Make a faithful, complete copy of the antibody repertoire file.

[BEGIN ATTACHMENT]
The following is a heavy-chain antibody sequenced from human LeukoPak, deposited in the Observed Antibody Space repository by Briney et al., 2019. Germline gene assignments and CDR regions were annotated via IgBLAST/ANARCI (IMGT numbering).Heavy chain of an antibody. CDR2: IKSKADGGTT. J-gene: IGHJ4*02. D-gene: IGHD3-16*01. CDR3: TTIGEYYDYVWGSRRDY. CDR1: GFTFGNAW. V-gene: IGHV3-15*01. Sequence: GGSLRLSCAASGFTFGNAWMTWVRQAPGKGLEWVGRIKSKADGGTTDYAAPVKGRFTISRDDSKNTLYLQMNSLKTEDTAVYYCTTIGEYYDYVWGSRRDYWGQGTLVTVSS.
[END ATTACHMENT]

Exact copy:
The following is a heavy-chain antibody sequenced from human LeukoPak, deposited in the Observed Antibody Space repository by Briney et al., 2019. Germline gene assignments and CDR regions were annotated via IgBLAST/ANARCI (IMGT numbering).Heavy chain of an antibody. CDR2: IKSKADGGTT. J-gene: IGHJ4*02. D-gene: IGHD3-16*01. CDR3: TTIGEYYDYVWGSRRDY. CDR1: GFTFGNAW. V-gene: IGHV3-15*01. Sequence: GGSLRLSCAASGFTFGNAWMTWVRQAPGKGLEWVGRIKSKADGGTTDYAAPVKGRFTISRDDSKNTLYLQMNSLKTEDTAVYYCTTIGEYYDYVWGSRRDYWGQGTLVTVSS.